The American Culture Festival

Lake Eola this July 4th weekend promises to be an event full of fun, food, entertainment, and an amazing fireworks display for close out the celebrations. As the event director, I will oversee all event operations and logistics. Part of this responsibility is ensuring that the expected 100.000 attendees enjoy the festivities in a safe environment. As such, it is important to understand and plan for risks associated with executing the fireworks show at the conclusion of the event.

In order to ensure that this risk management plan is accurate and complete, it is essential to categorize any potential risk involving the fireworks show using the EMBOK model. The EMBOK model is described as “a three-dimensional description of the knowledge and skills essential to create, develop and deliver an event.” (EMBOK.org, 2019) According to the Risk Management for Meetings and Events textbook, the EMBOK model consists of phases, processes, core values, and functional areas. This plan will identify the key domains and functional areas that may be affected in the execution of the fireworks show.

The first domain is the Administration domain which allocates, directs, and controls the resources for the project (in this case, the fireworks show). (Rutherford Silvers, 2013) In this domain, the plan assesses the financial costs associated with executing the display. For example, the City of Orlando requires that event organizers obtain a fireworks permit from the municipality, granting permission to discharge fireworks in a public setting. The cost for the permit is $50 and the request form can be completed online. (City of Orlando, 2019) This cost is included as part of the budget for the show along with obvious costs for supplies and materials. Additionally, in this domain, I would also ensure that the permit is completed and submitted to the city within the required deadline for processing. Without an approved permit, the fireworks show will not occur.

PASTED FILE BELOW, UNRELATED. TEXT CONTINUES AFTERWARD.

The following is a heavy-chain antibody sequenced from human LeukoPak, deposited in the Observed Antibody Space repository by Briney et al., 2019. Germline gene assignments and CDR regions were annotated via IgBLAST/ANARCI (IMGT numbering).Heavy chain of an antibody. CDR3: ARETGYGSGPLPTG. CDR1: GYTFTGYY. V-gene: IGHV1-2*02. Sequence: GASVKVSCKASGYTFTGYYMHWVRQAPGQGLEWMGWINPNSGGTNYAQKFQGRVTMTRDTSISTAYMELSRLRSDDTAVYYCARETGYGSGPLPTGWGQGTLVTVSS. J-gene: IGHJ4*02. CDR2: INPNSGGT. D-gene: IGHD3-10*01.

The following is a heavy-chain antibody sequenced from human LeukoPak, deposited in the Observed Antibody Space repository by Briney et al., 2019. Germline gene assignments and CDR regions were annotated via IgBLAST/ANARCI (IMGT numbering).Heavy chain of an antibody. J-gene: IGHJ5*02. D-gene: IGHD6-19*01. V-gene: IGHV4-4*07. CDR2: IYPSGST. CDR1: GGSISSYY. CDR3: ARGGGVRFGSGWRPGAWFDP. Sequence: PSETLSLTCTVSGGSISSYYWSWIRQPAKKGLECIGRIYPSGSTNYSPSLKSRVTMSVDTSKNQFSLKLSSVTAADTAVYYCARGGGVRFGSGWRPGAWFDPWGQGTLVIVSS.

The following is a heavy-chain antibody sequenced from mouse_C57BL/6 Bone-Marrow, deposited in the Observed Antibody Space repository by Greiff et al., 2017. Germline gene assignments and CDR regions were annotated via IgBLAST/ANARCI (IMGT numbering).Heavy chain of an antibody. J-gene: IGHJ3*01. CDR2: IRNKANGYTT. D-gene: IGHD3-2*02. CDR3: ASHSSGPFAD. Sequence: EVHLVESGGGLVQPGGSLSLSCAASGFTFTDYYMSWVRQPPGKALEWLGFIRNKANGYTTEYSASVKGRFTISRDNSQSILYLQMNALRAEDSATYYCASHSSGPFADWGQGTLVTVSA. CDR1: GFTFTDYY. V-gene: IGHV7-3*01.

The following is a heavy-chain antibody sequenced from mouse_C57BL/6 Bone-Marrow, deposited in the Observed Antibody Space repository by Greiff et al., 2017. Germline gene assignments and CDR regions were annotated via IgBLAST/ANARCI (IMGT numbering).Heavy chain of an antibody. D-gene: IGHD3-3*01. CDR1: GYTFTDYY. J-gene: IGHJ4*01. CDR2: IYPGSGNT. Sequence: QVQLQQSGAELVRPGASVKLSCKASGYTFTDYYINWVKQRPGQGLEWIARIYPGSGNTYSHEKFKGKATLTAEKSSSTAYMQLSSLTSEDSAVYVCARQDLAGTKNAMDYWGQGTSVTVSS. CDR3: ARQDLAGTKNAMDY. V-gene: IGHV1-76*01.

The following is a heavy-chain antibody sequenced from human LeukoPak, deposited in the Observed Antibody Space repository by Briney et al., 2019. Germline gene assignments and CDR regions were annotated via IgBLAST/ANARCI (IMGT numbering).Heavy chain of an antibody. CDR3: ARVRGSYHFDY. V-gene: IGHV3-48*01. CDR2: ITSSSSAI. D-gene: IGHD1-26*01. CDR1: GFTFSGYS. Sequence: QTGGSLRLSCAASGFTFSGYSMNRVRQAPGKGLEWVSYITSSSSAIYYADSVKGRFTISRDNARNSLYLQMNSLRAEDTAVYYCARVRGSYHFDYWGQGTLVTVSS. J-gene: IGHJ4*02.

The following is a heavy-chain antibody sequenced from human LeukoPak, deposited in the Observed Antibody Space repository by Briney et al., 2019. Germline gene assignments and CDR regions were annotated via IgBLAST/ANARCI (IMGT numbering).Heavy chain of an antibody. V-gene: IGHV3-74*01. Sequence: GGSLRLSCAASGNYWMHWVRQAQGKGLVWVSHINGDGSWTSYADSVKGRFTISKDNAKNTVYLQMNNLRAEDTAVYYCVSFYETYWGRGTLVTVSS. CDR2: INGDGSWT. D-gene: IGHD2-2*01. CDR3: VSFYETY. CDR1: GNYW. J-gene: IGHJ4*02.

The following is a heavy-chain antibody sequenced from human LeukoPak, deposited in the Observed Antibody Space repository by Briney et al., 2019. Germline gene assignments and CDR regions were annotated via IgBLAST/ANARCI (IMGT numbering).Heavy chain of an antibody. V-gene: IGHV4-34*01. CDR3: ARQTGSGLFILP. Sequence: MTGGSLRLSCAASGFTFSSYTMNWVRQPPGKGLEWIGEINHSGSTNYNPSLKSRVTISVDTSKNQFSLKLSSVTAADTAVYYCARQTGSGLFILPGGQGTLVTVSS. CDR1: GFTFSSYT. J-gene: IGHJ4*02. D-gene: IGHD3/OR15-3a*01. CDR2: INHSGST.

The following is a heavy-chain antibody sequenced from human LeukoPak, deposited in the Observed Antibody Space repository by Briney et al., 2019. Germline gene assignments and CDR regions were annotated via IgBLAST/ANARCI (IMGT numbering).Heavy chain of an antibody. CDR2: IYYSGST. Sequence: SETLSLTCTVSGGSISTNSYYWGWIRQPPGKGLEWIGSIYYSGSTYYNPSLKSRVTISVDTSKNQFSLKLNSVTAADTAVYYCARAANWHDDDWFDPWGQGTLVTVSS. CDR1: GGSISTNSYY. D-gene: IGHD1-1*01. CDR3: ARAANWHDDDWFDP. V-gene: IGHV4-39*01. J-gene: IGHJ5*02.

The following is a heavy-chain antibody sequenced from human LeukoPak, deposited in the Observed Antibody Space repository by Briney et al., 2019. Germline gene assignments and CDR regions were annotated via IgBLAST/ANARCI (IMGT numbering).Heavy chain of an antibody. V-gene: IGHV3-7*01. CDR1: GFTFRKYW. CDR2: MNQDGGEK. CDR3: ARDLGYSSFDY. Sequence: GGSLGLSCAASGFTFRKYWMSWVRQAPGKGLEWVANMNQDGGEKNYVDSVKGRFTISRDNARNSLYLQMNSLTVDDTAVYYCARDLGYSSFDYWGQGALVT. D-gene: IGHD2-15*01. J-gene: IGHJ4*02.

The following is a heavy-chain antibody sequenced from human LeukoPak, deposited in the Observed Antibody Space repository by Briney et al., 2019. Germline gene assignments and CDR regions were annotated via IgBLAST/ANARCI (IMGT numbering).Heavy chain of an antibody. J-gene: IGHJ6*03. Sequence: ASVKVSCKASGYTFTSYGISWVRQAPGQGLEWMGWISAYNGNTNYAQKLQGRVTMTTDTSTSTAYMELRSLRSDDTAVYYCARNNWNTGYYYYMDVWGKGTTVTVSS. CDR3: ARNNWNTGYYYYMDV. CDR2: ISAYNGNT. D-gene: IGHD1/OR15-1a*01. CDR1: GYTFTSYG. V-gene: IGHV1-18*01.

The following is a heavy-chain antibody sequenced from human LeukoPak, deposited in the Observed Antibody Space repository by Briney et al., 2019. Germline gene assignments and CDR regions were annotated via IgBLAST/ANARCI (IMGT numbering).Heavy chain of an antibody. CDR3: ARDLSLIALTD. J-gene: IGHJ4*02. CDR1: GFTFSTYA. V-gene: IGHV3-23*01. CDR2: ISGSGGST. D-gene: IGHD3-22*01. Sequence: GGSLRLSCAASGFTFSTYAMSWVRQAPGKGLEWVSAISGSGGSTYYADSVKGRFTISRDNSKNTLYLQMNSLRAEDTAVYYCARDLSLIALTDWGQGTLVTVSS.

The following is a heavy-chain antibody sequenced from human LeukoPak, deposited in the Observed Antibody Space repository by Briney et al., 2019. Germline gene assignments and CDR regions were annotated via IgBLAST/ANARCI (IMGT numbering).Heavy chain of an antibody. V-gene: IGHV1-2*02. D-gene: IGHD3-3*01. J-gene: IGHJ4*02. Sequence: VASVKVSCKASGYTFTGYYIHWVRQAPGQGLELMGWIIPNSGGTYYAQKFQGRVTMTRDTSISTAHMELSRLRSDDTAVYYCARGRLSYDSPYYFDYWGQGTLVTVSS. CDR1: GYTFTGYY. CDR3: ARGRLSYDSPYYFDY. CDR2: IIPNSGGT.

The safety of vendors, staff, volunteers, and attendees is addressed in the Operations domain. The operations domain concentrates on the people, products, and services that are brought together to produce the event. (Rutherford Silvers, 2013) The overall safety and well-being of all persons in attendance is my priority. Personal injury can be high during a fireworks show due to a number of risks:

    1. Inadequate space for spectators to watch the show or move about the area: the lack of lighting in the viewing areas may cause low visibility and thereby difficulty moving throughout the area during the show thus increasing the probability for slips or falls. To mitigate this risk, I will station volunteers throughout the viewing areas with small flashlights to create additional light for persons needed to move about.
    2. Inadequate space for drop zone: the fallout area must follow and comply with Section 5.2 of the National Fire Code 1123 which specifies the required separation distance for spectators (National Fire Protection Association, 2019). This separation distance will be determined based on the size of the materials used as highlighted in the code procedures. For example, a shell will travel approximately 100 feet for every inch of its size. (Ballam, 2010) Therefore, precise distance calculations, provided by the fireworks operations team, will be adhered to, no exceptions.